Cycling Tourism Danish Style

| March 2, 2015
Credit Cycling Copenhagen (2)

Cycling Copenhagen arranges trips on designer bicycles and shows “Danish life” in Copenhagen. Photo: Cycling Copenhagen.

Cycling tourism in Europe is growing, and more and more destinations are trying to get a piece of the pie. The interest in cycling holidays is rising, and competition is hard.

By Claus Rex, Copenhagen Lanes

From niche to national cycling strategy
Five years ago, VisitDenmark estimated that cycling tourism accounted for 4% of all Danish tourism and was therefore a niche that only a small group of tourists were actually interested in. Findings like this and a general lack of interest meant that investments in cycling tourism were small and few and far between, and that it wasn’t taken seriously within the tourism industry.
Just three years later and things were quite different; in 2013, it was revealed in the findings of the national cycling strategy that 25% of tourists are cycling tourists.

Before you leap for joy about this impressive and surprising growth, it is worth noting that the change is mostly due to statistics derived due to a change in definition of what a cycling tourist is – and not least because of a new and, in the case of Europe, unique approach to cycling tourism.

Promising perspectives for Danish cycling tourism

Around 5,000 cyclists venture the Copenhagen-Berlin Route in its entirety every year. The Danish part of the route will receive a complete makeover in the coming years, as will 560 km of the North Sea Route. Photo: Danish Cyclists' Federation/Mikkel Østergaard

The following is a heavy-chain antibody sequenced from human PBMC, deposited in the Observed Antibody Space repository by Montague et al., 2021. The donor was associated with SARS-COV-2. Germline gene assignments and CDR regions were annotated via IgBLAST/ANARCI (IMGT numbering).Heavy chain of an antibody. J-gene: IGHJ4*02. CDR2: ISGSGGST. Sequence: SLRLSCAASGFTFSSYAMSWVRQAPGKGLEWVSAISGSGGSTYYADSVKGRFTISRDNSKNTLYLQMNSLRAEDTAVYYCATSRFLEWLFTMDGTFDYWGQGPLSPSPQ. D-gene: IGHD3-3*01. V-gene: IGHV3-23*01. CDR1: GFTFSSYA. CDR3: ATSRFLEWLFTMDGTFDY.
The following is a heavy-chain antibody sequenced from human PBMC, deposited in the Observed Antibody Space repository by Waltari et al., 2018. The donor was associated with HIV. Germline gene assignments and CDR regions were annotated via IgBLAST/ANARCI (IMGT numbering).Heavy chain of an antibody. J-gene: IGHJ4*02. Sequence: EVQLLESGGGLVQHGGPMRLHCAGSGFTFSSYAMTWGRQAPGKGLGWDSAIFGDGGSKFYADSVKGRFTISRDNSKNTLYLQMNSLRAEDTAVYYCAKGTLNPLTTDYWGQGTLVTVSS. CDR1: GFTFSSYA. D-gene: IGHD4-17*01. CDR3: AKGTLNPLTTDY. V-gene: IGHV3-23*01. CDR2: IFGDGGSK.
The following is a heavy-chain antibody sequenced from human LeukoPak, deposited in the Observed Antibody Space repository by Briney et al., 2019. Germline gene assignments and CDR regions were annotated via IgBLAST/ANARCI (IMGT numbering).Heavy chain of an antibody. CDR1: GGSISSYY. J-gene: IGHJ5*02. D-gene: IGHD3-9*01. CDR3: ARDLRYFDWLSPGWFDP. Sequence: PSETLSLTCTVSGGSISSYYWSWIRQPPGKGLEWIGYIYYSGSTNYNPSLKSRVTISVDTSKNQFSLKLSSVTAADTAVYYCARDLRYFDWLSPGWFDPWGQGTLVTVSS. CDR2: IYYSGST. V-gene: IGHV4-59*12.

Photo: Danish Cyclists’ Federation

Denmark is big on cycling, but compared internationally, it is a weak country concerning cycle tourism, at least in a classical sense. For a German, the bicycle is highly regarded as an instrument for recreation and fitness, but for the Dane it is for daily transport. This difference in the cycling culture is a large part of the explanation as to what the differences are in these countries and their potential for cycling tourism. For the German it is exotic to set off on a journey on a bicycle, for the Dane it is the everyday.

Over many years, we have laid long cycle lanes and had focus on the classic cycling tourist who moves from place to place. This is a recipe that for example Bodensee has had great success with and which resembles the model that the whole of Europe uses.

Denmark is, however, a different sort of country. On the tourism front, the most common form of overnighting opportunities is at holiday homes that are usually rented out a week at a time, and the most renowned ‘landmark’ for cycling is Copenhagen.

In Denmark, the classic long route can be supplemented with cycling experiences that are unique to Denmark. Therefore, in the last few years, day-trip routes with themed experiences have been developed close to holiday home areas, and in Copenhagen the offer of guided tours, a trip around the harbour, rental bicycles and experiences with the focus on cycle culture have recently boomed.

All this suggests that the growth in classic cycle tourism will continue and Denmark has with its landscapes, routes, short distances, safety and many attractions good opportunities for participating in this growth, despite the hard competition.

In conclusion, cycling tourism in Denmark has an even greater potential. There are many possibilities to develop tourism based on a cycling culture, holiday homes and the brand of being a cycling country. The tourism industry has welcomed the cyclists – now the cycle industry can welcome the tourists.

Category: March 2015, Tourism and Leisure

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